I'm not entirely convinced that this is a wise idea, but apparently it happened. Technology entrepreneur Ruslan Kogan says that if you're having business meetings in China, taping them and having them translated online can sometimes give you an edge in negotiations.
Picture by Allen Sima
In a post for TechCrunch, Kogan shares his tips on doing business in China (where virtually all of Kogan's product is sourced, though in the modern world that's hardly a unique point of distinction). One tip concerns how to deal with a meeting where you don't speak the native language.
Kogan had been meeting with a team of executives, only one of whom spoke English. Between his translated comments, the executives frequently spoke amongst themselves, with much laughter. Kogan was curious as to what they were saying, but had no tactics for getting a translation until an idea occurred to him:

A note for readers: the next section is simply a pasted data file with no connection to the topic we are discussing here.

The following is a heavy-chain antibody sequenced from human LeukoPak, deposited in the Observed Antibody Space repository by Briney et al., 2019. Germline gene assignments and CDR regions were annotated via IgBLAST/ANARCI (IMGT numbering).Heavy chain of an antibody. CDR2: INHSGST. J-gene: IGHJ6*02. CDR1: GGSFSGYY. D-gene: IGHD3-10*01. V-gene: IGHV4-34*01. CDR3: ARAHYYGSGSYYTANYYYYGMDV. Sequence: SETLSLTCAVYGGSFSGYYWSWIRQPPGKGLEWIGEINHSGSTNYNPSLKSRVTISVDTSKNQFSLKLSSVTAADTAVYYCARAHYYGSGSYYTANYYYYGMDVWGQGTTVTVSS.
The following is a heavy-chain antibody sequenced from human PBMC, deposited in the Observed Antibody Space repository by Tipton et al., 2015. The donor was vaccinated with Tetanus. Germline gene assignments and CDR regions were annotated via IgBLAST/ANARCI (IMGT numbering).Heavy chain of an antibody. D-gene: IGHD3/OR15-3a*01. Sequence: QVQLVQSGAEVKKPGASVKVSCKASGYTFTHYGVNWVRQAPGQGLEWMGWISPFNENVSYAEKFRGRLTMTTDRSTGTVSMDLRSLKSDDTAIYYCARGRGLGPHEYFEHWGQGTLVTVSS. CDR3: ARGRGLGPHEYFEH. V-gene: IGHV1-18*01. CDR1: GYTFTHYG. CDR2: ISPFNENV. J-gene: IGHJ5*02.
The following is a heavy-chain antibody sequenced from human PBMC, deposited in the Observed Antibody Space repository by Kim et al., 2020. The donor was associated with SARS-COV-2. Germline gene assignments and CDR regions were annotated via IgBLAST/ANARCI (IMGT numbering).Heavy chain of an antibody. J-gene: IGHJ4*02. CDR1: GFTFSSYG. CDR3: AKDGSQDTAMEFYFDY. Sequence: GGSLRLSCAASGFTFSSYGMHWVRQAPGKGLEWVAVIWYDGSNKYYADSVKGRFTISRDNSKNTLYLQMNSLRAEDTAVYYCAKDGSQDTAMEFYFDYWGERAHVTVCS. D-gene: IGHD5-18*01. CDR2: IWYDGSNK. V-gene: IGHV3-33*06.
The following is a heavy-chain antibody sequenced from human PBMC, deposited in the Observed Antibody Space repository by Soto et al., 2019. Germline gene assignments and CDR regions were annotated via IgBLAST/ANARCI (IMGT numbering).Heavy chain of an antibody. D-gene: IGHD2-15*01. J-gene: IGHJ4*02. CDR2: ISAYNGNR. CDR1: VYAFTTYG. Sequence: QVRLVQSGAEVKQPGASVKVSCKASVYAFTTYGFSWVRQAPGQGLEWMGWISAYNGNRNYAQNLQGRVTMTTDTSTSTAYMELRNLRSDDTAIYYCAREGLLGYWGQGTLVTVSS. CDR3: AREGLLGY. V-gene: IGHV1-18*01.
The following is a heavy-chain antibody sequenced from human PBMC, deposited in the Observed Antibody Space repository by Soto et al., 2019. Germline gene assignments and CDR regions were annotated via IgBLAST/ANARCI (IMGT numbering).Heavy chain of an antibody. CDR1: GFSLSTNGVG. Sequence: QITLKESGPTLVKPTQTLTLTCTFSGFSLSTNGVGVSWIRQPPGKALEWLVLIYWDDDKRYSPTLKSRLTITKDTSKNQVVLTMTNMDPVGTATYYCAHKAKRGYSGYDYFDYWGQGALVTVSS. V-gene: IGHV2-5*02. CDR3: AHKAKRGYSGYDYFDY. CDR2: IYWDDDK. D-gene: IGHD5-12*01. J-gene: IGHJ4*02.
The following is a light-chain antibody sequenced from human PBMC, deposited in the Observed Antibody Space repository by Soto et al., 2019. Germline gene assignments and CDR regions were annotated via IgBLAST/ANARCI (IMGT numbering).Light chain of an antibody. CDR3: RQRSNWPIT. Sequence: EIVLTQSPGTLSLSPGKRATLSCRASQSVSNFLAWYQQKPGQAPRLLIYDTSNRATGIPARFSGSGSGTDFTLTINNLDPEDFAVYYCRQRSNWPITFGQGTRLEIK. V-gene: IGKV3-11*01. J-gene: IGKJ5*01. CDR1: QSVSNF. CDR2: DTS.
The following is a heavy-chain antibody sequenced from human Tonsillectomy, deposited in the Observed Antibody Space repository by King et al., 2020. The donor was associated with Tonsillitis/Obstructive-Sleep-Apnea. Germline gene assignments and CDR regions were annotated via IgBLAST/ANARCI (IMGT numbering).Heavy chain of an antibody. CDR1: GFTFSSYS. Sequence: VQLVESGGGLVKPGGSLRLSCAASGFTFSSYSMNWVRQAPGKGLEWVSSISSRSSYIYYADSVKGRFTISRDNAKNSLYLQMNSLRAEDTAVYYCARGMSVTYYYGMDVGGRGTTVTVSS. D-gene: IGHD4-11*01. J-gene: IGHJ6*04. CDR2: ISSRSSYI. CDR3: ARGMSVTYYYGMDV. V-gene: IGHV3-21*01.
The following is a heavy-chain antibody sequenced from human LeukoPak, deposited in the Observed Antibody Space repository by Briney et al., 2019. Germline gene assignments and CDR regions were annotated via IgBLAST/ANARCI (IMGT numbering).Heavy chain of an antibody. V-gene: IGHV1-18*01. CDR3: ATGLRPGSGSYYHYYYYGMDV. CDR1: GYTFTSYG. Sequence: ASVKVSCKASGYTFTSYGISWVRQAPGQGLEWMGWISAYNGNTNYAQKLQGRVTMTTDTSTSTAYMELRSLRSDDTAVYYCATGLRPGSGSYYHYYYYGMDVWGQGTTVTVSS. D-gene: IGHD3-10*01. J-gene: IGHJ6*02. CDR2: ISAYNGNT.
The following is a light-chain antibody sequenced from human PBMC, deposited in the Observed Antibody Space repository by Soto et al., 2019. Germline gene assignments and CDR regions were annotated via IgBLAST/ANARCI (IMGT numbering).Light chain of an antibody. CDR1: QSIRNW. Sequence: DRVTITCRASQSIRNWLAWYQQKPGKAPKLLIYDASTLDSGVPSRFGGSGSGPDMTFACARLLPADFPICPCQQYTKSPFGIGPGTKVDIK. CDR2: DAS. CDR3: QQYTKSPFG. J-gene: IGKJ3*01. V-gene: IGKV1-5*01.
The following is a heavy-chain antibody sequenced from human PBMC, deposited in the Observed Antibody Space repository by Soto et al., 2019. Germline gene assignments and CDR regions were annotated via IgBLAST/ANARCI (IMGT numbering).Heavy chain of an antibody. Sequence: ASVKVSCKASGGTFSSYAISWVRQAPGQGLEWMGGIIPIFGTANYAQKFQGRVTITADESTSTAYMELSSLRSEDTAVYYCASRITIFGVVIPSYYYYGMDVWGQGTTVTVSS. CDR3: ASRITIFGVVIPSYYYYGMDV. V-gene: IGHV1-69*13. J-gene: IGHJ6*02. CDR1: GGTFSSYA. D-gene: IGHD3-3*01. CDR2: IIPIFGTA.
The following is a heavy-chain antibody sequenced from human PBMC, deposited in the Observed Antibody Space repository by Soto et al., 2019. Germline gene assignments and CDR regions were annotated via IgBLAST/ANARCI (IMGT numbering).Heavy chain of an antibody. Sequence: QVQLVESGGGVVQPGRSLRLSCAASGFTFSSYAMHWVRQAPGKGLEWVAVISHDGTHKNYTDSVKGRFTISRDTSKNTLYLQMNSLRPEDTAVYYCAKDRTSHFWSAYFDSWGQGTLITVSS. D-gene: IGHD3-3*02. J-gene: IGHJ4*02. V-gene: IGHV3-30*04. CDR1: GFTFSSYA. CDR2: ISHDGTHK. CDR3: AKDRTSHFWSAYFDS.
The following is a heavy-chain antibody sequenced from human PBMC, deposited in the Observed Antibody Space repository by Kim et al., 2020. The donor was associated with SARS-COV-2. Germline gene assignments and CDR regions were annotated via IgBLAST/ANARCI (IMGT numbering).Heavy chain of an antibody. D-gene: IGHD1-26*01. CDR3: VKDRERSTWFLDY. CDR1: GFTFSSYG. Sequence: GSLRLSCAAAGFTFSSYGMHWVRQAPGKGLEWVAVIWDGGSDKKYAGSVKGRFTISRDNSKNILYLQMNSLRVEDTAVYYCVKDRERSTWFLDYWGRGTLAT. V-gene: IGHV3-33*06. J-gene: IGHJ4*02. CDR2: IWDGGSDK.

While they were having a chat and a giggle, I pulled my phone out of my pocket and switched on the voice recorder. I then casually put the phone down on the table and recorded the whole meeting. As soon as I got back to my hotel room, I uploaded the audio file and then posted a translator job on a few online job boards. Within a few hours, I had received full transcripts of the entire meeting -- including their "private" discussions. I now knew all their pricing, the strategy they were using against me and more importantly, what the lowest price they were willing to deal at was. With some quick lateral thinking, I had gained a significant advantage in the negotiation.
This is a clear candidate for our dark side tag: tactics which are questionable even if they can sometimes be applied legitimately. Obviously, the completely ethical way to handle this is to alert people of the taping ahead of time (you can always say you want to be able to review the contents later). Of course, once you've done that, those you meet with are less likely to attempt interesting side conversations.
The flip side is that if the managers hadn't indulged in the (by Western standards) rude behaviour of conducting a conversation in an unknown language, they wouldn't have exposed their strategy. Business can be nasty.
Doing Deals In China [TechCrunch]